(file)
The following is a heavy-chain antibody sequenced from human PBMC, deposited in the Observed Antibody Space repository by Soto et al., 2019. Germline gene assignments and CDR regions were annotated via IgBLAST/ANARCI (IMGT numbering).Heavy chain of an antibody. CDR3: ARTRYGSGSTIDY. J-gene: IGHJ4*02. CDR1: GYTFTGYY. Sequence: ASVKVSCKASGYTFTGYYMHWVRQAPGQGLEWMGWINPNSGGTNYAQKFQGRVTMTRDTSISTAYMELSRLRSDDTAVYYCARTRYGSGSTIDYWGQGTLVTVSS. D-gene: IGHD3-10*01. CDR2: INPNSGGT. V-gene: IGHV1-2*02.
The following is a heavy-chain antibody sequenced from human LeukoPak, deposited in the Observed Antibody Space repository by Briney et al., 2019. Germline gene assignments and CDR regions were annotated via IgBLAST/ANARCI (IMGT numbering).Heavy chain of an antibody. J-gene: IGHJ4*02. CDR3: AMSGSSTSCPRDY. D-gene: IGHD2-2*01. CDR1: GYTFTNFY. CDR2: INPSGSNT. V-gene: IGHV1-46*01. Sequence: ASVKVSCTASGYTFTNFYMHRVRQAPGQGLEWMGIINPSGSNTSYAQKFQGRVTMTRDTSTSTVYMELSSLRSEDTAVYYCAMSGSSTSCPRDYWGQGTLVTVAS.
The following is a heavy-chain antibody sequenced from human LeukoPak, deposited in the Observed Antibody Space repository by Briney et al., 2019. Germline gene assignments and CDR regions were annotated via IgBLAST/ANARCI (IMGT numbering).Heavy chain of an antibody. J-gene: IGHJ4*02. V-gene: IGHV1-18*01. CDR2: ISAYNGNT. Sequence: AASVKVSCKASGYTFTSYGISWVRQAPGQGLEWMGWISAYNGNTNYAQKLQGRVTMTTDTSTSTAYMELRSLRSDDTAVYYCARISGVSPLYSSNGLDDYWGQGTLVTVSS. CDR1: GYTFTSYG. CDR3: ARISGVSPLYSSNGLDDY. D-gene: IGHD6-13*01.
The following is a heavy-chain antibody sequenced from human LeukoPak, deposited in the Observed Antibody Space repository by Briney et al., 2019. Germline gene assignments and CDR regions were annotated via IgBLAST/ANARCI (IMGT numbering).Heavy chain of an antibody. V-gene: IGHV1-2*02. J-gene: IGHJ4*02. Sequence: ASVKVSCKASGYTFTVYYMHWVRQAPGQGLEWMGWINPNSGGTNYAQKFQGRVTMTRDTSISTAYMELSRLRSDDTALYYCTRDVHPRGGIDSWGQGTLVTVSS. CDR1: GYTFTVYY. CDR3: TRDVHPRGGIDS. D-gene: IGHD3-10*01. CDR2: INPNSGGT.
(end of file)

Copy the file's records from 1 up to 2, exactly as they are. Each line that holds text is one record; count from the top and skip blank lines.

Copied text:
The following is a heavy-chain antibody sequenced from human PBMC, deposited in the Observed Antibody Space repository by Soto et al., 2019. Germline gene assignments and CDR regions were annotated via IgBLAST/ANARCI (IMGT numbering).Heavy chain of an antibody. CDR3: ARTRYGSGSTIDY. J-gene: IGHJ4*02. CDR1: GYTFTGYY. Sequence: ASVKVSCKASGYTFTGYYMHWVRQAPGQGLEWMGWINPNSGGTNYAQKFQGRVTMTRDTSISTAYMELSRLRSDDTAVYYCARTRYGSGSTIDYWGQGTLVTVSS. D-gene: IGHD3-10*01. CDR2: INPNSGGT. V-gene: IGHV1-2*02.
The following is a heavy-chain antibody sequenced from human LeukoPak, deposited in the Observed Antibody Space repository by Briney et al., 2019. Germline gene assignments and CDR regions were annotated via IgBLAST/ANARCI (IMGT numbering).Heavy chain of an antibody. J-gene: IGHJ4*02. CDR3: AMSGSSTSCPRDY. D-gene: IGHD2-2*01. CDR1: GYTFTNFY. CDR2: INPSGSNT. V-gene: IGHV1-46*01. Sequence: ASVKVSCTASGYTFTNFYMHRVRQAPGQGLEWMGIINPSGSNTSYAQKFQGRVTMTRDTSTSTVYMELSSLRSEDTAVYYCAMSGSSTSCPRDYWGQGTLVTVAS.